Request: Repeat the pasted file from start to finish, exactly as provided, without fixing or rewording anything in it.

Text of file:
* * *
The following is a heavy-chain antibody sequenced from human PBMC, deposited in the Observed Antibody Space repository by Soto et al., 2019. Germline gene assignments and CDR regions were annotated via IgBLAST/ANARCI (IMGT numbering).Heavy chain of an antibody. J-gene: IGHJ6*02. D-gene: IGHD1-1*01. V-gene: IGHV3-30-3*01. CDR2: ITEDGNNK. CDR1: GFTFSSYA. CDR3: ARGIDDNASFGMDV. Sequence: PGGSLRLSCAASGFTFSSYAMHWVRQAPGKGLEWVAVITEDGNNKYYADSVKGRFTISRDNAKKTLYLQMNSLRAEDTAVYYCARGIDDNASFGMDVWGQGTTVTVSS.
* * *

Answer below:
The following is a heavy-chain antibody sequenced from human PBMC, deposited in the Observed Antibody Space repository by Soto et al., 2019. Germline gene assignments and CDR regions were annotated via IgBLAST/ANARCI (IMGT numbering).Heavy chain of an antibody. J-gene: IGHJ6*02. D-gene: IGHD1-1*01. V-gene: IGHV3-30-3*01. CDR2: ITEDGNNK. CDR1: GFTFSSYA. CDR3: ARGIDDNASFGMDV. Sequence: PGGSLRLSCAASGFTFSSYAMHWVRQAPGKGLEWVAVITEDGNNKYYADSVKGRFTISRDNAKKTLYLQMNSLRAEDTAVYYCARGIDDNASFGMDVWGQGTTVTVSS.